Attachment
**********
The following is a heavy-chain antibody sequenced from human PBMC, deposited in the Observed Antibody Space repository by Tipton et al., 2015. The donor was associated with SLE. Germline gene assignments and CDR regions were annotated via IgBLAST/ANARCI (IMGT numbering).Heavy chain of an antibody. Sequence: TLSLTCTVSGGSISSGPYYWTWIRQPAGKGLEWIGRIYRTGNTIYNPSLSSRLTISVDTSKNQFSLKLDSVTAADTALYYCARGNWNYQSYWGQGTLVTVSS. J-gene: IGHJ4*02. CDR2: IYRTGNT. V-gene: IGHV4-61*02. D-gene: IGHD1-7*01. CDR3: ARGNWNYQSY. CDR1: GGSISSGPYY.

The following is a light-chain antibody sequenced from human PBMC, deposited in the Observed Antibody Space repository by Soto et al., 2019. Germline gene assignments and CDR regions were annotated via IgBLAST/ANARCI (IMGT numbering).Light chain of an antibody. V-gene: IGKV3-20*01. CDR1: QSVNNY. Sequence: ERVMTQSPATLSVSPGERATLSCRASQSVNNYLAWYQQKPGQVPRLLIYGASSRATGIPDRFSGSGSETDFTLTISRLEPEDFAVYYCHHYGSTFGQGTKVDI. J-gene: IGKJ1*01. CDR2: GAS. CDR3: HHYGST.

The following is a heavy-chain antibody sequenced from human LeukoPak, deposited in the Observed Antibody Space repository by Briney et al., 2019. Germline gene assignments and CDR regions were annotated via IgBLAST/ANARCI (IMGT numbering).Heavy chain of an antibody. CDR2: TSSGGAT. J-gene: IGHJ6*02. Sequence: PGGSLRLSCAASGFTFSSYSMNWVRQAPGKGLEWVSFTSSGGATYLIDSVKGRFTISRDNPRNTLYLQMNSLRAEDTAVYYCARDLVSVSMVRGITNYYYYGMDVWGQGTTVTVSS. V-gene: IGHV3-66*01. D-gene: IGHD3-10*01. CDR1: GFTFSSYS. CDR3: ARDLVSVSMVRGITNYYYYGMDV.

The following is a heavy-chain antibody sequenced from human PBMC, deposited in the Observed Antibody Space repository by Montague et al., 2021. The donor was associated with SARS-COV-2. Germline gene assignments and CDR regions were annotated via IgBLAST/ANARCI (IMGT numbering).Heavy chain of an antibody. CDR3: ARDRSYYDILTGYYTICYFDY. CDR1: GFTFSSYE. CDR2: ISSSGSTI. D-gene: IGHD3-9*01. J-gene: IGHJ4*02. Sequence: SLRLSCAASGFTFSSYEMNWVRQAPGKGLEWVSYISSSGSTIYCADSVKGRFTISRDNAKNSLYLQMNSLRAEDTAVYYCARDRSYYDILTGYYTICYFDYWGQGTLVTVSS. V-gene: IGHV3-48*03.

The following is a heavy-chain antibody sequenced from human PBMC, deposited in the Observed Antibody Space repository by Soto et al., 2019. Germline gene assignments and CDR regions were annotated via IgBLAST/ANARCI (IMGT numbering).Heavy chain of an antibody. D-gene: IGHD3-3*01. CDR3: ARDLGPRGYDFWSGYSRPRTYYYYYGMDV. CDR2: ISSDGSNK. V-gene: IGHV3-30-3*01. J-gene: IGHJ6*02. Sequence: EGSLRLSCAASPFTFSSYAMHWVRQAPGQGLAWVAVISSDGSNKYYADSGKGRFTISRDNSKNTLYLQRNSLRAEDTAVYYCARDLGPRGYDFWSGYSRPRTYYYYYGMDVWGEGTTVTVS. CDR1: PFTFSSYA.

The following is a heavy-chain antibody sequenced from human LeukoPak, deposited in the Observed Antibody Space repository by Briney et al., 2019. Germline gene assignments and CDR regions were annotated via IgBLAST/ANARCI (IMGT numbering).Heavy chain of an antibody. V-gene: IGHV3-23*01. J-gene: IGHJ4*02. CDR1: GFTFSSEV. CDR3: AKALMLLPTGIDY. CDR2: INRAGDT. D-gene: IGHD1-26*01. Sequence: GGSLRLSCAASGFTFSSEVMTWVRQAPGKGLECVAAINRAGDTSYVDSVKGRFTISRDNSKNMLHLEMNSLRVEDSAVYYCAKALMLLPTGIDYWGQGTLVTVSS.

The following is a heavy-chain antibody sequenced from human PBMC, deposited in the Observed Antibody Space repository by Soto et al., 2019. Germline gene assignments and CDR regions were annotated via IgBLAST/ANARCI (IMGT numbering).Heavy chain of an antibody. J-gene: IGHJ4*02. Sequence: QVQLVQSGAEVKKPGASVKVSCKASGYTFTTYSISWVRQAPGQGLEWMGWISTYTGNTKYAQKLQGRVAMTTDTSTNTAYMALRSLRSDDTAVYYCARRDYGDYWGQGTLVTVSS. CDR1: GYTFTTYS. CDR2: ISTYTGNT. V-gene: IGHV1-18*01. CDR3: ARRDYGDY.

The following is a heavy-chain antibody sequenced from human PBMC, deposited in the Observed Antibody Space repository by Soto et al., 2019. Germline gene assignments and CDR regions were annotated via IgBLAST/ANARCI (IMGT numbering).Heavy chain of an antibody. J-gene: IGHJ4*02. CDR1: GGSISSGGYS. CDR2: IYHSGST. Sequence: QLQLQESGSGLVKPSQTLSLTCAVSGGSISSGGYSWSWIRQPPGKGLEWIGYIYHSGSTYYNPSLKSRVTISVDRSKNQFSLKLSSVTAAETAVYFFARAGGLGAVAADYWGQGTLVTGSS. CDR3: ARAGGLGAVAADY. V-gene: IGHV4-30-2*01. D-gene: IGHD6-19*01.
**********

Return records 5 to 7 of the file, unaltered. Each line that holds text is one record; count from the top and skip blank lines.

The following is a heavy-chain antibody sequenced from human PBMC, deposited in the Observed Antibody Space repository by Soto et al., 2019. Germline gene assignments and CDR regions were annotated via IgBLAST/ANARCI (IMGT numbering).Heavy chain of an antibody. D-gene: IGHD3-3*01. CDR3: ARDLGPRGYDFWSGYSRPRTYYYYYGMDV. CDR2: ISSDGSNK. V-gene: IGHV3-30-3*01. J-gene: IGHJ6*02. Sequence: EGSLRLSCAASPFTFSSYAMHWVRQAPGQGLAWVAVISSDGSNKYYADSGKGRFTISRDNSKNTLYLQRNSLRAEDTAVYYCARDLGPRGYDFWSGYSRPRTYYYYYGMDVWGEGTTVTVS. CDR1: PFTFSSYA.

The following is a heavy-chain antibody sequenced from human LeukoPak, deposited in the Observed Antibody Space repository by Briney et al., 2019. Germline gene assignments and CDR regions were annotated via IgBLAST/ANARCI (IMGT numbering).Heavy chain of an antibody. V-gene: IGHV3-23*01. J-gene: IGHJ4*02. CDR1: GFTFSSEV. CDR3: AKALMLLPTGIDY. CDR2: INRAGDT. D-gene: IGHD1-26*01. Sequence: GGSLRLSCAASGFTFSSEVMTWVRQAPGKGLECVAAINRAGDTSYVDSVKGRFTISRDNSKNMLHLEMNSLRVEDSAVYYCAKALMLLPTGIDYWGQGTLVTVSS.

The following is a heavy-chain antibody sequenced from human PBMC, deposited in the Observed Antibody Space repository by Soto et al., 2019. Germline gene assignments and CDR regions were annotated via IgBLAST/ANARCI (IMGT numbering).Heavy chain of an antibody. J-gene: IGHJ4*02. Sequence: QVQLVQSGAEVKKPGASVKVSCKASGYTFTTYSISWVRQAPGQGLEWMGWISTYTGNTKYAQKLQGRVAMTTDTSTNTAYMALRSLRSDDTAVYYCARRDYGDYWGQGTLVTVSS. CDR1: GYTFTTYS. CDR2: ISTYTGNT. V-gene: IGHV1-18*01. CDR3: ARRDYGDY.